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I want to escape from school and I love with this "escapism".

Can I use escape in place of escapism?

Similarly can I use escapism instead of escape in this sentence?

Romantic novel should present an "escape" from dreary realities of life.

Both escapism and escape are nouns. So can I choose any of them? If I interchange would the meaning will be same or altered?

  • What is it that you are trying to express with your sentence? What makes you believe that you might be able to use these two words interchangeably? (other than the fact they are both nouns) Cat and catfish are both nouns, but they aren't synonyms. – ColleenV parted ways Jul 2 '17 at 16:35
  • as they both are nouns so can I use these two words interchangeably? – user55697 Jul 2 '17 at 16:37
  • Would it mean same when I use interchangeably or it will change the meaning of sentence? – user55697 Jul 2 '17 at 16:39
  • What did you find when you looked in the dictionary? What makes you think the meaning of those two words is the same? – ColleenV parted ways Jul 2 '17 at 16:39
  • I found them as nouns, so I thought to use interchangeably. Rest I want to understand from native speakers like you. – user55697 Jul 2 '17 at 16:42
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The noun "escapism" has only one definition - a way of avoiding an unpleasant or boring life, especially by thinking, reading, etc. about more exciting but impossible activities.

The noun "escape" has several definitions - the act of successfully getting out of a place or a dangerous or bad situation; a loss that happens by accident; something that helps you to forget about your usual life or problems.

As you can see the 3rd definition of "escape" and the definition of "escapism" are similar, yet, I wouldn't say that they are the same.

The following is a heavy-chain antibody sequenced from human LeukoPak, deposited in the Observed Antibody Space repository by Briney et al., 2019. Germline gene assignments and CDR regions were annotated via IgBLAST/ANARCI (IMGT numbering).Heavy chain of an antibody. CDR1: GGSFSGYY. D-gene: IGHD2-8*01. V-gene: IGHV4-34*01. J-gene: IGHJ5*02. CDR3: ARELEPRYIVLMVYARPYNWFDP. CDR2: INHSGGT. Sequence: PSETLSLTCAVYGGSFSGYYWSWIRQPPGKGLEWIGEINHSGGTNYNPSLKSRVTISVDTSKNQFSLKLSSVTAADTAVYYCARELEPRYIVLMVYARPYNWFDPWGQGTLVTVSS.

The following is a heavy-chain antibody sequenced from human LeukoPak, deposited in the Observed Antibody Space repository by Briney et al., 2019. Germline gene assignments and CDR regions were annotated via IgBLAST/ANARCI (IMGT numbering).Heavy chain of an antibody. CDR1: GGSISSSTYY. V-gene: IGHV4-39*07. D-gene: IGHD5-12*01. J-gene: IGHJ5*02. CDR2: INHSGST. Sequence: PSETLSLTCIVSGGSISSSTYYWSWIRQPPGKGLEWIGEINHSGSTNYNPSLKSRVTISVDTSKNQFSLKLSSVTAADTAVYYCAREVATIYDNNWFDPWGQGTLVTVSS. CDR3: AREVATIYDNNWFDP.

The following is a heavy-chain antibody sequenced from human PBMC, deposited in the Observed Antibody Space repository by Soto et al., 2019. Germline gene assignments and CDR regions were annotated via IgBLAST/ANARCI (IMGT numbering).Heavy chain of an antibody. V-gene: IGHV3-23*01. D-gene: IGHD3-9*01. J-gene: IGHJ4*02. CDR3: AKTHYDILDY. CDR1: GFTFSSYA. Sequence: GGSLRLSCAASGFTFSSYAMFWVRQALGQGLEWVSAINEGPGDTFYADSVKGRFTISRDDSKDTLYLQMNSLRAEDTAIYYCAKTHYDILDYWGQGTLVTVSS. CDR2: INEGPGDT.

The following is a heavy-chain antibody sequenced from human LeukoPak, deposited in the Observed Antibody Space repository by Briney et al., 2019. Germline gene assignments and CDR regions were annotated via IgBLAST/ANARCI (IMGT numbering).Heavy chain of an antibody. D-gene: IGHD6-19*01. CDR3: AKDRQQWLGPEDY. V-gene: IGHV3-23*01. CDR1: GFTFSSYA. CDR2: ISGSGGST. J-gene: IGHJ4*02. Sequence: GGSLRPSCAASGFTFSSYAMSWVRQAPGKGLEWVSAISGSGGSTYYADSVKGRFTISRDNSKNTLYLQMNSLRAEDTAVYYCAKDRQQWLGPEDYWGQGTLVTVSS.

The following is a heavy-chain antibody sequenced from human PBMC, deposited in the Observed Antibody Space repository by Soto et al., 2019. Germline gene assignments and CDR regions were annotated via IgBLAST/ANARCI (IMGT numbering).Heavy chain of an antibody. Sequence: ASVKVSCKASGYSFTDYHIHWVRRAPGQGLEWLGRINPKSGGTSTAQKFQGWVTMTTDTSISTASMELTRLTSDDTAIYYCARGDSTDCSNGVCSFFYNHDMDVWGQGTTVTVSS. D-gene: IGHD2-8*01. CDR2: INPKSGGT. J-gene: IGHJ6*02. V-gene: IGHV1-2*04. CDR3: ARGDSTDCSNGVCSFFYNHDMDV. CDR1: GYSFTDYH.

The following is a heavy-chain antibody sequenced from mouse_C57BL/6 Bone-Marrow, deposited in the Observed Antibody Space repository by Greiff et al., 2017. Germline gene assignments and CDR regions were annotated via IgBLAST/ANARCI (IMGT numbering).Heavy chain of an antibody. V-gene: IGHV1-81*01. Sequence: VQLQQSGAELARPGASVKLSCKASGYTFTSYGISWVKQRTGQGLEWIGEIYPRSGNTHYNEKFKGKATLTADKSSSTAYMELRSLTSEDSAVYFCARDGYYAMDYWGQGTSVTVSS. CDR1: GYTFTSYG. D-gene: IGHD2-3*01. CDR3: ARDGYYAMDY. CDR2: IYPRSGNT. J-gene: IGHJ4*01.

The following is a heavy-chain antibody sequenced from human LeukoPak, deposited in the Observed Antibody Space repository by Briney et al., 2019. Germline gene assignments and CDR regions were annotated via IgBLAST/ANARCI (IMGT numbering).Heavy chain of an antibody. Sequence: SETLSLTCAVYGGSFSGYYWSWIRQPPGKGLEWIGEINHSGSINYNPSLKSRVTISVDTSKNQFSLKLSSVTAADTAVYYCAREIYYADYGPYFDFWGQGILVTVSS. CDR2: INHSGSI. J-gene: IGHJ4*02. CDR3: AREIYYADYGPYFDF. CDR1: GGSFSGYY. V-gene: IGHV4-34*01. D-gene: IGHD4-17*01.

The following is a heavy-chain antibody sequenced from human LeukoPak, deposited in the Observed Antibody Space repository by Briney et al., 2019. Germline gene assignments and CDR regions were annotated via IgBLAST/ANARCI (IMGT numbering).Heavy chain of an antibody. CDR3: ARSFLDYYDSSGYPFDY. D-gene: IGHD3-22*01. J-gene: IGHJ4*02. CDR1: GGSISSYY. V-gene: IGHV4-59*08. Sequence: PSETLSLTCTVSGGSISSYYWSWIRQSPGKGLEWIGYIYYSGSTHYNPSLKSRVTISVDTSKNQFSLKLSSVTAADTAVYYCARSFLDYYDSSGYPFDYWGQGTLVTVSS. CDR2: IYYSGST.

Take the second example, it can be rewritten using either word:

  • Romantic novels should present an escape from dreary realities of life.
  • Romantic novels should be a form of escapism for those tired of dreary realities of life.
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    I would take issue with your last sentence, specifically the phrase be an escapism: Romantic novels should be an escapism for those tired of dreary realities of life. People who read such fiction are indulging in escapism, but it is not idiomatic to call the novels themselves an escapism. You could say "The novels are a form of escapism". – Tᴚoɯɐuo Jul 2 '17 at 18:15
  • Escapism is analogous to racism in that regard. A novel may be racist but not a racism. – Tᴚoɯɐuo Jul 2 '17 at 18:23
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I want to escape from school and I [am in] love with this "escape."

The problem is that this escape would resolve to an actual single instance of you escaping, but you only mention an escape you want to do.

You can't say this escape unless there was an actual escape. You can say this desire to escape or this want to escape.

Escapism means something different than escape and is not really related to a physical escape as in breaking free from a place. It means the overall tendency indulging in fantasies unrelated to reality in order to avoid reality. Escapism would be something like:

I often daydream that I'm a cartoon rabbit in a TV show. And other things. I am in love with my escapism.


Similarly can I use escapism instead of escape in this sentence?

Escapism is an -ism that isn't used to describe specific things, but rather an overall tendency of a person. A person wanting to indulge in escapism will do certain things, but it's odd to say doing certain things gives or provides escapism.

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